{ENDPLAYS} – a bridge term meaning places an opponent in a situation where no lead can be made which does not cost a trick (i.e. the answer to 20 across) is derived by putting some goals or aims around sport

Down

1d    After spades lead card game gets serious (6)
{SOMBRE} – the initial letter (lead) of Spades followed by a game played with a pack of forty cards

2d    Republican line about rising generation of kings and queens (5)
{REGAL} – R(epublican) and L(ine)around the reversal (rising) of a generation

3d    Lord Chancellor historically has limited metric weight and length covering amateur game (10)
{BACKGAMMON} – the surname of a seventeenth century (historically) Lord Chancellor around (has) the abbreviations (limited) of a metric weight and a (metric) length both around (covering) A(mateur)

4d    Seven veils seductress (3)
{EVE} – hidden (veils) inside the clue

6d    Take in hostilities only Asterix ends (4)
{HOAX} – the abbreviation for Hostilities Only, a term used to designate service in the Royal Navy during wartime, followed by the outer letters (ends) of AsteriX

7d    Yankees refined element identified by two nines and two ones (5,4)
{SNAKE EYES} – an anagram (refined) of YANKEES followed by the chemical symbol for the element with atomic no. 99 (two nines) gives a term for a throw of two ones with a pair of dice

8d    Players — i.e. the outfit selected for the match (8)
{ENSEMBLE} – two definitions – a group of musicians or actors who perform together and an outfit consisting of several matching garments

10d    Pet hates? Guess one included ‘ ‘ubby’s a noisy sleeper’ (5,6)
{BÊTES NOIRES} – a guess followed by I (one) inside a statement that hubby is a noising sleeper (2,6) without the leading H (as hubby becomes ‘ubby}

11d    Were the slow cycles bikes? (3-8)
{TWO-WHEELERS} – an anagram (cycles) of WERE THE SLOW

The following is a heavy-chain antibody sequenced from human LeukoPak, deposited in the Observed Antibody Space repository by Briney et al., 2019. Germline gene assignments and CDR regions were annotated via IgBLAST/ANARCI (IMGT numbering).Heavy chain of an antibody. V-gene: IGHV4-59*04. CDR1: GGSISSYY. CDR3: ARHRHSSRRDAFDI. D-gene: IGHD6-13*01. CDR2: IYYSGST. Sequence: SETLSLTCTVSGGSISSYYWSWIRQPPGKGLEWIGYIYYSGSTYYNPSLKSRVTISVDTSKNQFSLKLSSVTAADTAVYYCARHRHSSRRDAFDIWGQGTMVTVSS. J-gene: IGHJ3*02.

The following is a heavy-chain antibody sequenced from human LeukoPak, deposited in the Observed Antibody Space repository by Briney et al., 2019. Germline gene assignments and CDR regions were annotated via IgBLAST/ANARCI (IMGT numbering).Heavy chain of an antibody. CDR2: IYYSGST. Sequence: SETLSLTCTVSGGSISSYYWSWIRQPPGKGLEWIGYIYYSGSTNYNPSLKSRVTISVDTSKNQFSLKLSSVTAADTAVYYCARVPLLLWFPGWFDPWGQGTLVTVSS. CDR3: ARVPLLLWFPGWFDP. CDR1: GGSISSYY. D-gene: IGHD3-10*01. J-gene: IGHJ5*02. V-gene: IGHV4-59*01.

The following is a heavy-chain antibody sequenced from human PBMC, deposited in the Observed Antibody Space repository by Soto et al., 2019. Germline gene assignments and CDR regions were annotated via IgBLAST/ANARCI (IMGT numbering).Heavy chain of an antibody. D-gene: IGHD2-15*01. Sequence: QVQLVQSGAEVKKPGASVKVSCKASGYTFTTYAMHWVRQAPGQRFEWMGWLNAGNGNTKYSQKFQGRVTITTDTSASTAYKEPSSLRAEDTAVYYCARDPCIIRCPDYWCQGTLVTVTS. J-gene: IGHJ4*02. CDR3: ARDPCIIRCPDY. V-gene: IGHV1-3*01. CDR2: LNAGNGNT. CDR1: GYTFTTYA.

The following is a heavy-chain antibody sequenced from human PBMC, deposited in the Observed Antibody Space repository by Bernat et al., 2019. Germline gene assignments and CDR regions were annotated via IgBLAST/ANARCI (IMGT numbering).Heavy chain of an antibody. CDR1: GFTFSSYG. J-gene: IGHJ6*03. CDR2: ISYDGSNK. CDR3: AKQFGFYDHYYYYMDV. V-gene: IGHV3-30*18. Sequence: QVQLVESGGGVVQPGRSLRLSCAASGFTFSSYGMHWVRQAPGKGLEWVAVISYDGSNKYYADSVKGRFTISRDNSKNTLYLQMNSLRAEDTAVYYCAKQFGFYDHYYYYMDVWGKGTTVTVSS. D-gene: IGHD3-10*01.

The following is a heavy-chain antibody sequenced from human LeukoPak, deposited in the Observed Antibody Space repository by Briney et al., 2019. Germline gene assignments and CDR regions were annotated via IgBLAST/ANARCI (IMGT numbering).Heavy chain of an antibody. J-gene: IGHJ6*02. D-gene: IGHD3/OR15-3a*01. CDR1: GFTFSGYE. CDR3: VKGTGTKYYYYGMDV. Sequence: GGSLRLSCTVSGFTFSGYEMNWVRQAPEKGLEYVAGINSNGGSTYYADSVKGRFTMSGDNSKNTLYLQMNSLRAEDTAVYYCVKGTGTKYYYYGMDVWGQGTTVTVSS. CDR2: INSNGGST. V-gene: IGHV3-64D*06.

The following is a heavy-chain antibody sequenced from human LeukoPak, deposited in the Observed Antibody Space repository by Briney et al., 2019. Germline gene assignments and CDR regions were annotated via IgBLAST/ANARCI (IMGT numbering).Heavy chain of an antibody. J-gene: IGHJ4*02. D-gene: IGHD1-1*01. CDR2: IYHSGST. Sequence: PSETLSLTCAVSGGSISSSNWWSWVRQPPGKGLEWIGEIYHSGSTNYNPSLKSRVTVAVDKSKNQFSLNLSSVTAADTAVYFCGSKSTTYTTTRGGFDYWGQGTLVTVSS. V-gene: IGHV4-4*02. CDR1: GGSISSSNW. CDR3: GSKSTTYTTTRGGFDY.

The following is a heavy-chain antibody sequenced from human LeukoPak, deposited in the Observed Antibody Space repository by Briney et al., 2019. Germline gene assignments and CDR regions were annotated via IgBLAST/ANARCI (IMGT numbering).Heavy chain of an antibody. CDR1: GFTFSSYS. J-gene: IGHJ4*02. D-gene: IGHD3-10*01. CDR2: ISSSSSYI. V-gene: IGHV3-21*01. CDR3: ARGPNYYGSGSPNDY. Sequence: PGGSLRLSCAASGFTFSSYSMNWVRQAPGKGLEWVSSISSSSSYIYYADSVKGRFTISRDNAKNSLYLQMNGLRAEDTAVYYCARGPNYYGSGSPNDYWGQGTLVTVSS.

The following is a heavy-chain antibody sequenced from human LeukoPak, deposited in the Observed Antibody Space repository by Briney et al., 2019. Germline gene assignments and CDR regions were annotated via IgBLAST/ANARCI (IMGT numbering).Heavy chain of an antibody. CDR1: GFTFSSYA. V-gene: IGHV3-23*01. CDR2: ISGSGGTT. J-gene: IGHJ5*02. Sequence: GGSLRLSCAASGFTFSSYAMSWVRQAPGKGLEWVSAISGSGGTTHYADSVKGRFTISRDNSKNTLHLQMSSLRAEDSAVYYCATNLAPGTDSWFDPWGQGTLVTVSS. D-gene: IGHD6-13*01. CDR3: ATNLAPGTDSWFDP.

14d    Maybe Alex, Eric and Ernie’s day out? (5,5)
{COMIC STRIP} – Alex is an example (maybe) from the Daily Telegraph of a series of cartoons– what Eric and Ernie were followed by a day out

15d    Grace’s kit should be reviewed as guide to selectors (4-5)
{GEAR STICK} – an anagram (should be reviewed) of GRACE’S KIT

16d    Once 45 is divided by 10 and 50 and 100 by 1, information technology makes it unambiguous (8)
{EXPLICIT} – a vinyl record that played at 45 rpm around (divided by) the Roman numeral for 10 followed by the Roman numerals for 50 and 100 separated by the Roman numeral for 1 and finally the abbreviation for Information Technology

19d    A yell’s evoked when taws is brought out (6)
{ALLEYS} – an anagram (evoked) of A YELL’S gives the places where some types of taws or marbles were used

22d    1 and 1 can make I (5)
{INDIA} – an anagram (can make) of I AND I gives the country represented by I in the NATO phonetic alphabet

23d    Bowl round wicket to get man (4)
{PAWN} – a bowl or depression around W(icket) gives a chessman

25d     Regard for 50% of partnerships scoring in bridge (3)
{EYE} – Scoring in bridge is written down as We and They  – combine 50% of (th)EY and 50% of (w)E (thanks Prolixic for unravelling that one)

As a further point of interest, all of the three-letter words begin and end in the same letter and the middle letters are four consecutive letters in the alphabet.